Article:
DevOps is a culture, not roles or software

Introducing DevOps takes time. It’s about establishing a new culture oriented according to agile values and principles, as outlined in the Agile Manifesto, and further values, like transparency, openness and respect. Creating sustainable change in culture requires years, not just months.

Frequent Delivery and Higher Quality

DevOps can help a team in the following ways:

  • earlier indications whether a product is feasible
  • automatization not only in development (build, test), but also in deployment and in between
  • close teamwork between the development and operations teams
  • better and more rapid exchange of information between the development and operations teams
  • ‘inspect and adapt’ across the entire delivery workflow – including looking for chances to improve human relations and cooperation
  • members of the operations team think like developers and vice versa
  • shortening and expanding feedback loops so that necessary corrections can be carried out

There’s an immense increase in efficiency from traditional testing to continuous delivery and DevOps. But the point isn’t just efficiency, but rather to get the product to market faster. To be second on the market often means game over. The pressure to speed up increases every year.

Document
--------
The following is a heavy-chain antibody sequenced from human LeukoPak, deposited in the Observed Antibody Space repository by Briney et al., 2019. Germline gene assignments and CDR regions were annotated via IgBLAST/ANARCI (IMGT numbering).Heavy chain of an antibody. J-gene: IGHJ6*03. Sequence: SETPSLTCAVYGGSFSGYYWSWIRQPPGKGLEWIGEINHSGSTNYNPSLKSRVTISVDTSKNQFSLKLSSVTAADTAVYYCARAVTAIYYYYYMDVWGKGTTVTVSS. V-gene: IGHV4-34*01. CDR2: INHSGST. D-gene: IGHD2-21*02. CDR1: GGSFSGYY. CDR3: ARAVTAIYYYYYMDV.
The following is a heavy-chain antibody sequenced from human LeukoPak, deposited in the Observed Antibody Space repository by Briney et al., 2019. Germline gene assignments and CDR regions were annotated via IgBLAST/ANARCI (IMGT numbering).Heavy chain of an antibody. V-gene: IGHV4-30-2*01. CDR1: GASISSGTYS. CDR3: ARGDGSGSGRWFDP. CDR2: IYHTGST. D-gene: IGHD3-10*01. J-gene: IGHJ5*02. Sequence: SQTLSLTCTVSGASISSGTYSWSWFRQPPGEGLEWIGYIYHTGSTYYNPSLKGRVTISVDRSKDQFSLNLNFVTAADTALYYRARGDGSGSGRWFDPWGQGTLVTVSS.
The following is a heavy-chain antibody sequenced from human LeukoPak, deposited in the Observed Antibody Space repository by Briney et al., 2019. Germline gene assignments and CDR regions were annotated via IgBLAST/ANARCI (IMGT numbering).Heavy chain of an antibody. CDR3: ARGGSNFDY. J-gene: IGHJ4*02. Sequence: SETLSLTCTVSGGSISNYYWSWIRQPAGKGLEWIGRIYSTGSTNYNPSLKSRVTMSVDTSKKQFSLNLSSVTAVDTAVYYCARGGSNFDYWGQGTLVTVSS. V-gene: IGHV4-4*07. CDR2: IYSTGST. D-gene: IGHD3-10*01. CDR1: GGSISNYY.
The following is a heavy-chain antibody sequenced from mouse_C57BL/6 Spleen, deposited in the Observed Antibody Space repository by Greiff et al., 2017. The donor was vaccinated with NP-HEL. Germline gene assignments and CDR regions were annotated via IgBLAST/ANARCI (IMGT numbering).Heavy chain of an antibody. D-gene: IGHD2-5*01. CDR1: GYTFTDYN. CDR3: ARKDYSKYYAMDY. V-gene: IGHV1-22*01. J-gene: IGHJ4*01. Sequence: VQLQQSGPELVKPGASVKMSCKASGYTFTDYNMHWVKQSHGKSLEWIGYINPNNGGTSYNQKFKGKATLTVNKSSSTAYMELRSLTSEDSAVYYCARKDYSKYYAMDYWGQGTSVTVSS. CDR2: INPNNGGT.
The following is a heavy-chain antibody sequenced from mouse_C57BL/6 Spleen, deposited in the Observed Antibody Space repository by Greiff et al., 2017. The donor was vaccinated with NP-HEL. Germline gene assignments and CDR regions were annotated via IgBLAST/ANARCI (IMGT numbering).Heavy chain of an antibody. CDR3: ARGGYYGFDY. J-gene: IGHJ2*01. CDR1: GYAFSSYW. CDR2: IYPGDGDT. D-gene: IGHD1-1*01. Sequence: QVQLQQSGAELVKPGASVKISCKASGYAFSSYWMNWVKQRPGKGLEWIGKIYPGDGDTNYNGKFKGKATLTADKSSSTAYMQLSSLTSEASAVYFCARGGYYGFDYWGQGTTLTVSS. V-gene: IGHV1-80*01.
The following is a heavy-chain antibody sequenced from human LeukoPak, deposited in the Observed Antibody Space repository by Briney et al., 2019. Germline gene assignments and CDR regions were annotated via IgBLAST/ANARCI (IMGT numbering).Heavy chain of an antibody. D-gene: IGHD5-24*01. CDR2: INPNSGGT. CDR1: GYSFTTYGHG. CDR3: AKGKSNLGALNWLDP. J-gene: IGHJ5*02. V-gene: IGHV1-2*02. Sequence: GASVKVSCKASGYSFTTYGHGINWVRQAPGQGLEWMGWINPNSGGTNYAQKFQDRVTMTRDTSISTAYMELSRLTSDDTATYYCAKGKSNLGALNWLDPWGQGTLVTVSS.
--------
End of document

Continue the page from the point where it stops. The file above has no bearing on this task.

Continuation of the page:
DevOps also has a positive influence on teams. People who perhaps didn’t have the best opinion of each other begin to work more closely together and to see the value of other disciplines. Everyone can profit from everyone else’s knowledge and build a better product. Added value is delivered at higher quality and with less cost, which also ought to lower risks.

DevOps Doesn’t Have the Same Effectiveness Everywhere

DevOps is the right method for “pure software development”, for example mobile apps, PC user software or web apps. Market adaptability and short release cycles are relevant here. On the other hand, if you’re developing for larger ERP systems, insurance systems, or systems where software is a part of the product, as in machine tools, airplanes or automobiles, DevOps won’t be able to give its full value. A current example of this is software for the Boeing 737 Max 8. Such systems have release cycles that last several months, not just weeks or days. In these cases, expert knowledge, thorough tests, acceptance processes and detailed documentation are an absolute must. However, even here an improved working culture between development and operations teams would have many positive outcomes.

Read more from Roland Wanner at his blog: https://www.rolandwanner.ch/blog/

See how you can use objectiF RPM for continuous deployment of microservices in the cloud.

 

Roland Wanner is senior program office manager and textbook author. In the past thirty years, he has been a project manager, project controller and project portfolio manager in the bank and insurance area as well as industry. He is the author of various books about project risk management, project controlling and Scrum.